95% of UFO sightings can be written off as nothing: weather phenomena; misidentified aircraft; mistakenly identified stars or planets. 5% cannot be explained. In this series we’ll be looking at the mass sightings. The abductions. The unexplained deaths. Real cases, with real people.
These are the 5%. These, are the UFO files.
It’s the evening of 9th December 1965, and the switchboard of a local radio station - WHJB - is alight. Reports are flooding in to the station. They report seeing something in the skies over a nearby town. Some say it’s a fireball - others, a plane crash. Others still say it’s a UFO.
Office manager Mabel Mezza hands one such call to WHJB news director John Murphy. Murphy ends the call and stands up. He’s going to Kecksburg.
Kecksburg is a village in the state of Pennsylvania, around 45 miles from Pittsburgh. It’s a small place that in 1965 is famous for very little, but all of that is about to change.
Over in Kecksburg, local man Bill Bulebush was working on his car when he heard chatter on the CB radio that there was a strange object in the sky. His interest is piqued, but he carries on working on the car, until he hears a hissing sound. Looking up, he sees the object. A bright fireball cuts through the sky. It makes a u-turn in midair before heading into the woods near Kecksburg.
Rather than calling the radio station, he jumps in his car and heads to the site of the crash. A plume of smoke rising from the woods marking the spot where whatever he saw came down.
He gets to the site and the air is thick with the smell of sulphur. His interest draws him into the woods and towards the object. As he nears, he hears sizzling. Then, he sees it. The size of a small car, the colour of burnt orange. He notes strange hieroglyphics around the bottom of the object. After standing beside the object for some 15 minutes, he leaves, worried that whatever this thing is, it may explode.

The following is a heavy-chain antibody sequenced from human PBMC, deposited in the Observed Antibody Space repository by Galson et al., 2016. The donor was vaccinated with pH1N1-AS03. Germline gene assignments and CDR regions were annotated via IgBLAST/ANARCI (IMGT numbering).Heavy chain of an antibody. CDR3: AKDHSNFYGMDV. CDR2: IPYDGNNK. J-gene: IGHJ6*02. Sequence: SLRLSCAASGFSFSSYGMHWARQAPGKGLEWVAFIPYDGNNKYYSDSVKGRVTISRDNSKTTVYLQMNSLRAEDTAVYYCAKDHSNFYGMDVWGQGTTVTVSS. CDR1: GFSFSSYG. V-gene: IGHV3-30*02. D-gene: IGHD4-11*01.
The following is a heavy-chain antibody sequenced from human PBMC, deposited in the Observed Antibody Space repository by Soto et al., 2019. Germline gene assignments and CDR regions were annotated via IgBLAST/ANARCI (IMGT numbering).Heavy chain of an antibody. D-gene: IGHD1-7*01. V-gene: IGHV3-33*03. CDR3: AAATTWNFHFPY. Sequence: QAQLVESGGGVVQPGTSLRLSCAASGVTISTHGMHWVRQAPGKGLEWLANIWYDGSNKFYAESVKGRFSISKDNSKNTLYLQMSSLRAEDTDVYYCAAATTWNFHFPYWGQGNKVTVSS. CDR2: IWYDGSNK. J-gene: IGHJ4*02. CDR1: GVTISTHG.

He goes home and comes back with his son, surprised to see the army everywhere. He’s baffled how they got there so quickly.
John Murphy has arrived in town and entered the woods through an alternate route. He locates the object and snaps photos. Soon the military arrive on scene and his photos are promptly confiscated. Escorted from the woods, he decides to interview locals. Convinced there is something going on in town, he calls into the station, who put him on air to make a report.
Meanwhile, in town, more military arrive. They continue with their task of moving onlookers away.
Local youth Robert Blystone has also seen the object. He too entered the woods before the military arrived. Now standing outside the woods he sees an empty flatbed truck, accompanied by jeeps. The convoy enters the woods. Being close to his parents house, Robert decides that this is too good an opportunity to miss, so he waits. It is two hours before the convoy reemerges, but the flatbed is no longer empty. There’s a tarpaulin stretched over the back, and underneath, and acorn-shaped object.
Radio chief John Murphy listens to the interviews he recorded. Something fell into the woods. One witness states “… I seen two big bright flashes and a long streak of orange light. I figured it was a plane.”
Fascinated by the story, and convinced that he’s onto something huge, Murphy decides to make a documentary for the radio. He calls it “Object in the Woods”
Days before the documentary is due to air, two men in suits arrive. They are military men and they take Murphy into a room. The meeting lasts approximately 30 minutes. When he emerges, Murphy refuses to talk about the incident. In fact, he’s reluctant to discuss the Kecksburg UFO at all. But he still decides to air the documentary.
Mabel Mazza, the station’s office manager who worked on the documentary with Murphy is shocked when she hears what airs. It is completely watered down, and nothing like the project she and Murphy had originally worked on.